New York, NY, November 05, 2010 --(PR.com
)-- The Institute for New Economic Thinking (INET), launched with a $50 million pledge from George Soros to promote changes in economic theory and practice through research grants, Task Force groups, academic partnerships, and conferences, announced that it has selected Edward J Kane of Boston College, Armen Hovakimian of CUNY Baruch College, and Luc Laeven of the International Monetary Fund to be awarded a project grant through the Institute’s Inaugural Grant Program to conduct macroeconomics research relating to systemic risk. The grant program, along with other INET initiatives, was created in direct response to arguably the worst economic crisis in world history, and has been designed to encourage and support new economic thinking. Starting in 2011, INET will conduct two grant cycles annually.
Since the onset of the financial crisis, it has become critical to search for ways to improve the existing structures for monitoring and resolving losses at large financial institutions, because it has become clear that former ways of looking at systemic risk are incomplete. The grantees plan to use INET’s funding to find a measure that can shed light on the interconnectedness of financial institutions, which allows problems at a distant institution to undermine otherwise apparently healthy institutions.
“The project addresses the idea of developing an operational measure of systemic risk, as an input into the policy process,” said Dr. Rob Johnson, executive director of INET. “We support this project because it encourages new thinking in the vital areas areas of network and systems theory.”
Edward J. Kane is Professor of Finance at Boston College. From 1972 to 1992 he held the Reese Chair of Banking and Monetary Economics at Ohio State University. A founding member of the Shadow Financial Regulatory Committee, Kane rejoined the organization in 2005. He served for twelve years as a trustee and member of the finance committee of Teachers Insurance. Currently, he consults for the World Bank and is a senior fellow in the FDIC’s Center for Financial Research. Previously, Kane has consulted for numerous agencies, including the IMF, components of the Federal Reserve System, and three foreign central banks. He is a past president and fellow of the American Finance Association and a former Guggenheim fellow. Kane is a longtime research associate of the National Bureau of Economic Research. Besides authoring three books, he has published widely in professional journals and currently serves on six editorial boards. He received a BS from Georgetown University and a PhD from the Massachusetts Institute of Technology.
”The value of safety-net subsidies represents a cogent way to measure what government officials ought to mean by ‘systemic risk.' Unfortunately, authorities are reluctant to admit --let alone to size accurately-- how their all-too-predictable willingness to put financial-institution losses to taxpayers in crisis times generates systemic risk during pre-crisis periods," said Edward J. Kane, Professor of Finance at Boston College. "This reluctance to highlight the pivotal role of the incentive structures government officials face makes the study we envision hard to fund through conventional sources and particularly appropriate for INET sponsorship."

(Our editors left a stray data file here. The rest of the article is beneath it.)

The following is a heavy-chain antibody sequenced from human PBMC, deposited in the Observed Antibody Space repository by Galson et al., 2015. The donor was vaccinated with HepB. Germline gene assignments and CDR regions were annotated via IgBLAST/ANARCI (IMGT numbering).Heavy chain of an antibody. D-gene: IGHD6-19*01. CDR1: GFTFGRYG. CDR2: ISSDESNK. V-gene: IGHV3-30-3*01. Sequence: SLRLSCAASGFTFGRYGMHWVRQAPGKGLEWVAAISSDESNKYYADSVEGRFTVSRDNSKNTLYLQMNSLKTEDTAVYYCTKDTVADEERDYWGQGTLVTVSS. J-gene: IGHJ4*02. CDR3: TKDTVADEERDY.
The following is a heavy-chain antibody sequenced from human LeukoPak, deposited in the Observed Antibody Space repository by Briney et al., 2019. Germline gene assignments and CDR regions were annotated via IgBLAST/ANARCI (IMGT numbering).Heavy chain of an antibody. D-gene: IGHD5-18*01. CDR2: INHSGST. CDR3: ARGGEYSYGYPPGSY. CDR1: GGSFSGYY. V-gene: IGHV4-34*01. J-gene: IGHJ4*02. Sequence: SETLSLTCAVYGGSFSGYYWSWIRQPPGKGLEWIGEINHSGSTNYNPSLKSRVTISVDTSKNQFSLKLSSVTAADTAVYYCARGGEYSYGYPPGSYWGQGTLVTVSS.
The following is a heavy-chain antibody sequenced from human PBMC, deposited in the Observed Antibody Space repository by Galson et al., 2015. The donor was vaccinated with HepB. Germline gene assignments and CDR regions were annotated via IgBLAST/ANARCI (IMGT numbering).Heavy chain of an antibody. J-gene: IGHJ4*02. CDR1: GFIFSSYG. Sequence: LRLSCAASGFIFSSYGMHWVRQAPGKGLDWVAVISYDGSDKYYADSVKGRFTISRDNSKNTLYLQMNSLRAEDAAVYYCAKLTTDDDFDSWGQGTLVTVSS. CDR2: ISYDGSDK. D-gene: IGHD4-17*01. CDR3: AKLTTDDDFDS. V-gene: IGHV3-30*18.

INET’s Inaugural Grant Program has been designed to harness the new economic thinking we recognize as crucial to effecting change. The program was launched this summer and received more than 500 applications from around the world and has selected 31 initiatives to be awarded grants totaling $7 million. INET's Grant Program will continue with two similar grant cycles annually, the next one commencing in the spring of 2011.
For further details regarding INET’s Grant Program or additional projects and people to be awarded grants please visit the Institute’s website.
About the Institute for New Economic Thinking:
Launched in October 2009 with a $50 million commitment from George Soros and driven by the global financial crisis, the Institute for New Economic Thinking (INET) is dedicated to empowering and supporting the next generation of economists and scholars in related fields through research grants, Task Force groups, academic partnerships, and conferences. INET embraces the professional responsibility to think beyond current paradigms. Ultimately, INET is committed to broadening and accelerating the development of innovative thinking that can lead to insights into and solutions for the great challenges of the 21st century and return economics to its core mission of guiding and protecting society. For more information please visit http://www.ineteconomics.org/